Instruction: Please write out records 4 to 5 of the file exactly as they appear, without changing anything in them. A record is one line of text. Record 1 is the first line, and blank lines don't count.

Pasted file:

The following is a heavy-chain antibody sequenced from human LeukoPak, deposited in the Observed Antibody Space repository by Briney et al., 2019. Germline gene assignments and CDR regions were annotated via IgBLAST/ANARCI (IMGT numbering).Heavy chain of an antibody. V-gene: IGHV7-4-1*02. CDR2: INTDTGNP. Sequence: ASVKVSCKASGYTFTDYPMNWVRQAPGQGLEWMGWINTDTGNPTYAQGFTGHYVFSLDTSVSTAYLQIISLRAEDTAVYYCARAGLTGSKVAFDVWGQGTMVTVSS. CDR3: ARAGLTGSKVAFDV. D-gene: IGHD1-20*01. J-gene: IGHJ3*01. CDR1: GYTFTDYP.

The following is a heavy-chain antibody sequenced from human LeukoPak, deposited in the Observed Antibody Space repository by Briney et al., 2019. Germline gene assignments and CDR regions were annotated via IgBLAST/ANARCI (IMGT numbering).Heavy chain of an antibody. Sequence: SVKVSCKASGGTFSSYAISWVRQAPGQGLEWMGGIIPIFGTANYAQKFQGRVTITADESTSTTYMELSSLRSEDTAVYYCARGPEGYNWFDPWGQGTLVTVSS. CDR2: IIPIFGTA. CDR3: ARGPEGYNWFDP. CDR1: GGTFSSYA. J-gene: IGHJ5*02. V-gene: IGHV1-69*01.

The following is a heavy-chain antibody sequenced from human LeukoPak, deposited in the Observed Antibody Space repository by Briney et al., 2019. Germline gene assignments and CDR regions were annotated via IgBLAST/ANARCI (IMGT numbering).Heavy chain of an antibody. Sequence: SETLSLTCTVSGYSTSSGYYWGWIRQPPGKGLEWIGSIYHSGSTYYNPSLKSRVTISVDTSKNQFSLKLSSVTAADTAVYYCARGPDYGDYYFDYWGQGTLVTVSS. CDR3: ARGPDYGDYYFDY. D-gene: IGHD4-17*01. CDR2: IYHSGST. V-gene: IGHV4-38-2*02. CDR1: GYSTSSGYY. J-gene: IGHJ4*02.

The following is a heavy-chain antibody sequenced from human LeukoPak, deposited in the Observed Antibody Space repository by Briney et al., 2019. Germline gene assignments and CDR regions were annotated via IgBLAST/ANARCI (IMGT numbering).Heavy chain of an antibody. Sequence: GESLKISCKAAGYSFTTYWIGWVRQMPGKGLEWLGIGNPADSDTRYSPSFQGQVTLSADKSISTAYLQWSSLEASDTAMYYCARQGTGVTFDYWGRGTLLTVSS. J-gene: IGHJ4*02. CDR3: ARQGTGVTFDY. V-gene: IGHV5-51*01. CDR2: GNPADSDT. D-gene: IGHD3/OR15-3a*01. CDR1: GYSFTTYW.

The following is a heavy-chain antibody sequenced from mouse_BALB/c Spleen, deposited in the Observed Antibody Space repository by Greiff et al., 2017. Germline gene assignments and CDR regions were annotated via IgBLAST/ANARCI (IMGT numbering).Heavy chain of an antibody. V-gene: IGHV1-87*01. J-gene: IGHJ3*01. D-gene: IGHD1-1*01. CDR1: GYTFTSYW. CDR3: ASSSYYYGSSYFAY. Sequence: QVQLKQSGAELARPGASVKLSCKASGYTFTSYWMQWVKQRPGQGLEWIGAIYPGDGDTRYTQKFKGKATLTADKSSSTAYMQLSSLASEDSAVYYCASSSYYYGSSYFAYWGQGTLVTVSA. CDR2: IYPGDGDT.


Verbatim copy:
The following is a heavy-chain antibody sequenced from human LeukoPak, deposited in the Observed Antibody Space repository by Briney et al., 2019. Germline gene assignments and CDR regions were annotated via IgBLAST/ANARCI (IMGT numbering).Heavy chain of an antibody. Sequence: GESLKISCKAAGYSFTTYWIGWVRQMPGKGLEWLGIGNPADSDTRYSPSFQGQVTLSADKSISTAYLQWSSLEASDTAMYYCARQGTGVTFDYWGRGTLLTVSS. J-gene: IGHJ4*02. CDR3: ARQGTGVTFDY. V-gene: IGHV5-51*01. CDR2: GNPADSDT. D-gene: IGHD3/OR15-3a*01. CDR1: GYSFTTYW.

The following is a heavy-chain antibody sequenced from mouse_BALB/c Spleen, deposited in the Observed Antibody Space repository by Greiff et al., 2017. Germline gene assignments and CDR regions were annotated via IgBLAST/ANARCI (IMGT numbering).Heavy chain of an antibody. V-gene: IGHV1-87*01. J-gene: IGHJ3*01. D-gene: IGHD1-1*01. CDR1: GYTFTSYW. CDR3: ASSSYYYGSSYFAY. Sequence: QVQLKQSGAELARPGASVKLSCKASGYTFTSYWMQWVKQRPGQGLEWIGAIYPGDGDTRYTQKFKGKATLTADKSSSTAYMQLSSLASEDSAVYYCASSSYYYGSSYFAYWGQGTLVTVSA. CDR2: IYPGDGDT.